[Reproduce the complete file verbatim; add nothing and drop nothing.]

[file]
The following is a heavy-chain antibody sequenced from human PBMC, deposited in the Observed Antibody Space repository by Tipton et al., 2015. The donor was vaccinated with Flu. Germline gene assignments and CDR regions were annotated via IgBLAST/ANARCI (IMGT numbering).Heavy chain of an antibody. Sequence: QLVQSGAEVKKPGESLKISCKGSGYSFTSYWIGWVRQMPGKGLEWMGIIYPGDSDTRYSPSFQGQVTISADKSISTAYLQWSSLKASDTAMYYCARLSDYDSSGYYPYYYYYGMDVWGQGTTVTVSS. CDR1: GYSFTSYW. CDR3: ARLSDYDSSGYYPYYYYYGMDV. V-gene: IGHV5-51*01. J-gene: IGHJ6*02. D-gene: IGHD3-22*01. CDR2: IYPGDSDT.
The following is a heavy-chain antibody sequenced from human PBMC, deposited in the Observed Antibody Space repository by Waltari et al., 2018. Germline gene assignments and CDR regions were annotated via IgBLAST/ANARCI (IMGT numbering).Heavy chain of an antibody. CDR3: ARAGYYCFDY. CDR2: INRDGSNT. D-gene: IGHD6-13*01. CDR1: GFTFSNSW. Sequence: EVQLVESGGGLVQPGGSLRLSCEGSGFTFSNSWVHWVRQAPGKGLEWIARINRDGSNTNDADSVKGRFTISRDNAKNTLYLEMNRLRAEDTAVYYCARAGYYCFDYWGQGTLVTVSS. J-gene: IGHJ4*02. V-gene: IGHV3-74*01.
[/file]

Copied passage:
The following is a heavy-chain antibody sequenced from human PBMC, deposited in the Observed Antibody Space repository by Tipton et al., 2015. The donor was vaccinated with Flu. Germline gene assignments and CDR regions were annotated via IgBLAST/ANARCI (IMGT numbering).Heavy chain of an antibody. Sequence: QLVQSGAEVKKPGESLKISCKGSGYSFTSYWIGWVRQMPGKGLEWMGIIYPGDSDTRYSPSFQGQVTISADKSISTAYLQWSSLKASDTAMYYCARLSDYDSSGYYPYYYYYGMDVWGQGTTVTVSS. CDR1: GYSFTSYW. CDR3: ARLSDYDSSGYYPYYYYYGMDV. V-gene: IGHV5-51*01. J-gene: IGHJ6*02. D-gene: IGHD3-22*01. CDR2: IYPGDSDT.
The following is a heavy-chain antibody sequenced from human PBMC, deposited in the Observed Antibody Space repository by Waltari et al., 2018. Germline gene assignments and CDR regions were annotated via IgBLAST/ANARCI (IMGT numbering).Heavy chain of an antibody. CDR3: ARAGYYCFDY. CDR2: INRDGSNT. D-gene: IGHD6-13*01. CDR1: GFTFSNSW. Sequence: EVQLVESGGGLVQPGGSLRLSCEGSGFTFSNSWVHWVRQAPGKGLEWIARINRDGSNTNDADSVKGRFTISRDNAKNTLYLEMNRLRAEDTAVYYCARAGYYCFDYWGQGTLVTVSS. J-gene: IGHJ4*02. V-gene: IGHV3-74*01.